The giant Eagle Clothes sign, a hallmark of the west Brooklyn skyline, is being dismantled so that a couple of more floors can be built on its parent building at 3rd Avenue and 6th Street, now a U-Haul distributorship. According to U-Haul, parts of the sign will be reinstalled on the building when the extra two floors are completed.
Eagle was one of the many haberdasheries that succumbed to more casual living during the Swingin’ Sixties. As more men began to eschew suits, jackets and ties during all but strict business hours, clothing manufacturers had to adapt or die.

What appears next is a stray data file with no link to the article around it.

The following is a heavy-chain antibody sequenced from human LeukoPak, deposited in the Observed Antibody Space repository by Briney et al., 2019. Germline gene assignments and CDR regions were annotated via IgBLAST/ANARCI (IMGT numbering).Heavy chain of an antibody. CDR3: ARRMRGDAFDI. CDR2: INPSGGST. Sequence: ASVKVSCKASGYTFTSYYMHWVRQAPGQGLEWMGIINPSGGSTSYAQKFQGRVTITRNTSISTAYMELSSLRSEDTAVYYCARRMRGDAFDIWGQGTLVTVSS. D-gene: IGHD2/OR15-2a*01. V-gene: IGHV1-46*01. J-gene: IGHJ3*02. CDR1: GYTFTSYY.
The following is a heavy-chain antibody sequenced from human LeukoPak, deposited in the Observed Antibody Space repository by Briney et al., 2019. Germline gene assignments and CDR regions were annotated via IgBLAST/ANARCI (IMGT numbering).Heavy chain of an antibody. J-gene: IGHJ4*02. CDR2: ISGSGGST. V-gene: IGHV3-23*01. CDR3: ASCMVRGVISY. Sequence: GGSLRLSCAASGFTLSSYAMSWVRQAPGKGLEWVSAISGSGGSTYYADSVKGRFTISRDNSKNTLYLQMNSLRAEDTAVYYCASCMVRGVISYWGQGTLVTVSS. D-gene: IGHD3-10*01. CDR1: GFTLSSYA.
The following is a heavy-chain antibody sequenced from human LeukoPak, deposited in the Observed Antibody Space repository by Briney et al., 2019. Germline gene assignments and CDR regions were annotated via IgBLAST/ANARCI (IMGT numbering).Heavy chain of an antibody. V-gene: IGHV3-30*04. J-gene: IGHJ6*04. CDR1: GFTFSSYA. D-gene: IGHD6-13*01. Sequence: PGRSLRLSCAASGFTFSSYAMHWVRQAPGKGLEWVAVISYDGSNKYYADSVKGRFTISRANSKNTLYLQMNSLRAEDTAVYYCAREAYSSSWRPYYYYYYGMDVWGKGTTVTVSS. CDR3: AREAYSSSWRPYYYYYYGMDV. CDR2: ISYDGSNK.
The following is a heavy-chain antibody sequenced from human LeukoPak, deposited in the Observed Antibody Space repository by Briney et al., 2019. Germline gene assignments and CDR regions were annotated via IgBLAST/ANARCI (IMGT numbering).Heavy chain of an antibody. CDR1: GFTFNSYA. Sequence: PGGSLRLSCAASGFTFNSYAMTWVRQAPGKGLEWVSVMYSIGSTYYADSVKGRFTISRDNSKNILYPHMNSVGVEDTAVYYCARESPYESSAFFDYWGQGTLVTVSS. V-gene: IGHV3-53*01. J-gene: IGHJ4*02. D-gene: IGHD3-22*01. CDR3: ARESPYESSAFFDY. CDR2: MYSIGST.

One by one, Weber & Heilbroner, Rogers Peet, Robert Hall all succumbed. Many of their ads can still be found too, in faded ads on buildings in and surrounding Manhattan’s Garment District. The biggest remnant of the era when all men wore hats is right here by the Gowanus Canal.
Casual dress for work reached its apogee in the late 1990s with the rise of tech dot.com companies, but since those have collapsed and there’s more of an emphasis on traditional business, maybe there will again be a need for companies like Eagle Clothes as people wear suits to work again. Then again, maybe not…
And now the sign says a last farewell.